The new fund could rectify that problem. As Flexner envisions it, the new fund would have "No recourse, no margin calls, no ongoing mark-to-market, no risk that the government will demand repayment at will, and therefore no risk that the investor will either have to raise additional equity capital or involuntarily and prematurely have to sell the investment in order to pay back the loan."
At the moment, this kind of financing is simply not available in the private markets. "One of the biggest obstacles to unthawing the credit markets is the lack of acquisition financing on terms which themselves do not impose additional risk on the investor," Flexner wrote. Going back to the example of the landlords trying to get a mortgage, assuming for a moment they could even get a bank to give them a mortgage, the cost and terms would be so onerous as to make the investment imprudent.
To Flexner, this is also a reference to the longtime practice among Wall Street securities firms of obtaining cheap short-term financing in the overnight "repo" markets by using what became their toxic assets as collateral. When these short-term lenders, such as Fidelity or Federated Investors, decided to no longer lend against these assets, the traditional investment banks found themselves in very serious financial trouble. The writ-large example of this phenomenon was the "run on the bank" that occurred at both Bear Stearns, in March 2008, and at Lehman Brothers, in September 2008.
Flexner, a former vice chairman at Bear Stearns, saw the effects of this phenomenon first-hand a year ago. Hedge funds and other non-depository institutions have had many of these same problems, causing a number of them to go out of business as well. Very few investors are currently willing to use traditional repo financing anymore, Flexner said, because the providers of it have proven that they will pull the plug on it, in their sole discretions (as is their right, under the terms of the agreements), at the most precarious moments. No investor or financial institution is willing to take that risk anymore after witnessing the fates of Bear Stearns, Lehman and Merrill Lynch.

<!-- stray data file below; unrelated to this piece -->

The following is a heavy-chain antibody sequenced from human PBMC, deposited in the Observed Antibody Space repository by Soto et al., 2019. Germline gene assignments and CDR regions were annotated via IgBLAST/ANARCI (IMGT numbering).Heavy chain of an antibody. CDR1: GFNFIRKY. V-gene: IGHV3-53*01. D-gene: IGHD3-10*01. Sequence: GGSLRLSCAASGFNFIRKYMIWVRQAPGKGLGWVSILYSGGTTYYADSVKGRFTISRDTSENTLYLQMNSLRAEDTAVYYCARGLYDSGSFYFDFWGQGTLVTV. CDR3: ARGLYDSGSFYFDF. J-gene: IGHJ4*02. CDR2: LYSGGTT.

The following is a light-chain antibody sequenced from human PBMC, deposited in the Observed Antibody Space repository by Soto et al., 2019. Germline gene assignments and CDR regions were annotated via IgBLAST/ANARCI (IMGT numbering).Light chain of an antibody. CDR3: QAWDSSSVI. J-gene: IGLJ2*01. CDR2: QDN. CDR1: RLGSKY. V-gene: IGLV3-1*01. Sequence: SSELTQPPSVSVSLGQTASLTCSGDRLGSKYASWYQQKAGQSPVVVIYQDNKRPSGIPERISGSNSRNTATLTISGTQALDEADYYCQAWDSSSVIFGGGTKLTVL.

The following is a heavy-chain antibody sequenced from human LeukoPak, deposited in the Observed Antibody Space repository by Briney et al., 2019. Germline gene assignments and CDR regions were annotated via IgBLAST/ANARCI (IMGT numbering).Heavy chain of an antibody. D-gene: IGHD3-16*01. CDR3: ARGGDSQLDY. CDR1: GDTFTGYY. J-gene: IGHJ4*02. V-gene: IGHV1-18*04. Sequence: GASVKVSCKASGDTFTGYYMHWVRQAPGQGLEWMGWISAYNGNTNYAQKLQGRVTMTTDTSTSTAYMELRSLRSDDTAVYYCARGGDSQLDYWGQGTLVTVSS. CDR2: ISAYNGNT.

Flexner believes that a new government fund would be the first, essential step to unclogging the system. There would be some strings attached for those investors who want access to the money:
First, the money would be available only to buy existing securities in the secondary market. Flexner believes this is essential in order to tighten existing credit spreads, where the yield on existing securities is far in excess of the potential yield on a new issue in this market. Flexner believes "the secondary market is crowding out the primary market" because the yields on existing high-yield debt or mortgage-backed securities have risen so high as the price of the underlying securities have been driven so low that investors simply won't buy new securities that are yielding less but have similar risks.
The Flexner plan would also require that the new government financing be available for six months only, on a first-come, first-served basis with to-be-determined limits on the amount of money any one individual investor could borrow. Investors wanting in on the action would have to get off the sidelines and put their money to work immediately. "By all accounts, including my own direct observations, significant pools of private capital currently sit on the sidelines waiting for price capitulation from sellers," he said. "This facility will enable investors to capture, via its user-friendly financing terms, the economic equivalent of price capitulation. And no investor will want to be left behind."
Wes Edens, the CEO of the Fortress Group, has reviewed Flexner's proposal and thinks it makes a tremendous amount of sense. He said such a fund would begin to get the so-called "shadow" banking system, the buyers of loans and other forms of debt that the banks have been selling for years, energized again to take the kinds of financial risks that they have not be willing to take since June 2007. "This is a critical issue that needs to be addressed very badly," he said. Of course, Fortress and Citigroup, institutions whose balance sheets are clogged with toxic securities, would benefit from the fund by being able to make the desired investments or by selling the bad assets to investors. But the overriding idea is to get the market functioning again.
And both Flexner and Edens agree if investors could obtain the loans from the government to help them buy these assets, the prices paid for them would increase, helping to improve the value of all the comparable assets on balance sheets everywhere. Banks would then begin to be able to reverse the writedowns already taken, increasing their equity accounts. "It will enable a natural and self-curative process of rebuilding the equity capitalization of the banking system, without relying on government guarantees, cash infusions or 'bad bank' asset purchases," Flexner concluded.
At first glance, the Flexner plan might seem like more welfare for Wall Street, but this may be one of those rare cases where self-interest and the common good intersect. As taxpayers, our hopes for a return on the trillions of dollars we have invested in our ailing financial system so far can only be realized when normal trading can resume and capital can begin flowing to those who need it and will pay for it. Only then is there a real shot at getting our money back and a decent return on it to boot.